Following up my previous post, I’d like to open another kind of discussion. Concerning IRBs, we have a wealth of information about the problems researchers of all sorts face (and more on the way in the form, for example, of ethnographic research on IRB process); there have also recently been a number of important critical interventions in the form, for example, of conferences and professional association position papers, with more to come (in the wake, for example, of the recent NY Times article).
Complementing all that, for the immediate short term we also need to build up a stock of creative coping strategies. I suspect that it would be useful to share what we’ve come up with rather than keeping our innovations local.
I am most definitely not suggesting that we devote our attention solely to coping: the November American Ethnologist Forum as a whole — and Katz’s contribution in particular — ought to make that clear. I’m suggesting that institutional isolation makes everyone weak, whereas cross-institutional sharing of productive interventions enables both students and practitioners of field research, oral history interviewing, and other marginalized research styles to continue doing ethical, critical research even as other efforts are under way to protect and expand those possibilities.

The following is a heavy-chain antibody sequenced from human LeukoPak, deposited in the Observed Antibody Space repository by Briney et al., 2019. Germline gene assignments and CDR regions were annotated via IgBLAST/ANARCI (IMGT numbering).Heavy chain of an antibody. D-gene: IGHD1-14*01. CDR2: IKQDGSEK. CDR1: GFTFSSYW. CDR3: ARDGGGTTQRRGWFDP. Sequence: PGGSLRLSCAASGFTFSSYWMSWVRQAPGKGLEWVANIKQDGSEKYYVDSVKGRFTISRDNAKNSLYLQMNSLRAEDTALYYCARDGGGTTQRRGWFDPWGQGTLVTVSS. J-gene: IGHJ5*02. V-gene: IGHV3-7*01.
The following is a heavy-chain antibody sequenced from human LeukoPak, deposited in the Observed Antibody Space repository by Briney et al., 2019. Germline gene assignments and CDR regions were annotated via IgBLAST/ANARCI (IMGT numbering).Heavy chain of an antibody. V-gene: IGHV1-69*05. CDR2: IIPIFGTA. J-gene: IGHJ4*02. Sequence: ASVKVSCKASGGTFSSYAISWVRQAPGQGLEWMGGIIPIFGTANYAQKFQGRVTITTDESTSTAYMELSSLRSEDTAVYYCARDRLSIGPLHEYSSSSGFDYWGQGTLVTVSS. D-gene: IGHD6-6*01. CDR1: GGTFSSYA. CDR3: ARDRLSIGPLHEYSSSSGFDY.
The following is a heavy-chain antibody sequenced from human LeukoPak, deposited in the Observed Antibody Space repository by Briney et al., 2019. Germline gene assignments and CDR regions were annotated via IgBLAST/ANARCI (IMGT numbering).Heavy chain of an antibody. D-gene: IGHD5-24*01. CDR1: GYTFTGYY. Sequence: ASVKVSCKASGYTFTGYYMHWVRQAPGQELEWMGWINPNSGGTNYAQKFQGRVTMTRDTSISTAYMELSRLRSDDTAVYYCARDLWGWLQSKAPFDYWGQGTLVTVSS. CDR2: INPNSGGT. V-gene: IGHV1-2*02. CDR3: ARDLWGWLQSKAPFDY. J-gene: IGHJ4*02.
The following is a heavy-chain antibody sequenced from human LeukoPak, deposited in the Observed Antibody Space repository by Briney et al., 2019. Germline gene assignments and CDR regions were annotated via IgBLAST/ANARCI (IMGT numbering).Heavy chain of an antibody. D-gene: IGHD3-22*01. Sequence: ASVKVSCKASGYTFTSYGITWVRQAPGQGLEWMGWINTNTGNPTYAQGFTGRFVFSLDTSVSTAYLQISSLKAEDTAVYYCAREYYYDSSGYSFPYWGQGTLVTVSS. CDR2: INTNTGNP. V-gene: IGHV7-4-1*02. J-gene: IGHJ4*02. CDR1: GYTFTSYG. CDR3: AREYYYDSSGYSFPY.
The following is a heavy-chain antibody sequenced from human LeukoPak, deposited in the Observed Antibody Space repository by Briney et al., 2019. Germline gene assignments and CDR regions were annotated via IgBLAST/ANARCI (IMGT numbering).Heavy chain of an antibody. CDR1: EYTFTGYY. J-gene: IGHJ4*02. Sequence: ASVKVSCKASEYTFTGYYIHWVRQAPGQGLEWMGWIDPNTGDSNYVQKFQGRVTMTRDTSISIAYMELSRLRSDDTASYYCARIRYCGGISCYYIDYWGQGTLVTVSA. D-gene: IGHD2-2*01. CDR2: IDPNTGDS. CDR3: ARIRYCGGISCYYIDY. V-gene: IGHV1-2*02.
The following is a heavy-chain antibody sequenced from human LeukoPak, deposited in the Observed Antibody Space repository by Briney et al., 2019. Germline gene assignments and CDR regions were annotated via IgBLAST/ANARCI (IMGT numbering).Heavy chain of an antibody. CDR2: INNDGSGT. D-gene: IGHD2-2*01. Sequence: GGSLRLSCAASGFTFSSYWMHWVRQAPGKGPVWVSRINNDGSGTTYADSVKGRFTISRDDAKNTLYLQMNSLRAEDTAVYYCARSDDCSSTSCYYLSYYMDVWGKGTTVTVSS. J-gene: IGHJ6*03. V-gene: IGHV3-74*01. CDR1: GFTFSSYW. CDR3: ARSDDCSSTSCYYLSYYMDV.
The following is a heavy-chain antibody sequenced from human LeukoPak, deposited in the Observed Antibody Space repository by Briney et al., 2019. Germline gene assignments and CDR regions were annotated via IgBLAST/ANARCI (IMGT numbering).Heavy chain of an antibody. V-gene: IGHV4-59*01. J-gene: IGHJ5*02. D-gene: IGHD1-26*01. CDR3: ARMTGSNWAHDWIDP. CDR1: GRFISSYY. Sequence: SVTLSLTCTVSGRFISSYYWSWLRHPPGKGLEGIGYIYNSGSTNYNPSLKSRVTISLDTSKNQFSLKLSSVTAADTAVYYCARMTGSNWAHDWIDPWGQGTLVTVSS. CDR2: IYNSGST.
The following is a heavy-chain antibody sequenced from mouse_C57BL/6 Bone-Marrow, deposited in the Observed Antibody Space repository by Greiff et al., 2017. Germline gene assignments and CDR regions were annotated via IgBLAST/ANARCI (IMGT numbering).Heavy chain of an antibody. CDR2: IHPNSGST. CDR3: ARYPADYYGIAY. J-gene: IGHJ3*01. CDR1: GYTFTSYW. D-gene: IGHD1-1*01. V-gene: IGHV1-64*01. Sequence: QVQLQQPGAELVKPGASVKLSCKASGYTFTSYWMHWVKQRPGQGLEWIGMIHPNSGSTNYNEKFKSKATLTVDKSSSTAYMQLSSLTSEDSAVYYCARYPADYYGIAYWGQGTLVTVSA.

Some examples of the creative coping were offered in the November American Ethnologist Forum in Dan Bradburd’s article (on an individual level) and Rick Shweder’s (on an institutional level). Please write in with your local achievements: whether individual, departmental, or college/university-wide. In my next post, I’ll describe a local experiment in what — following my last post — I think of as cross-disciplinary “translation”.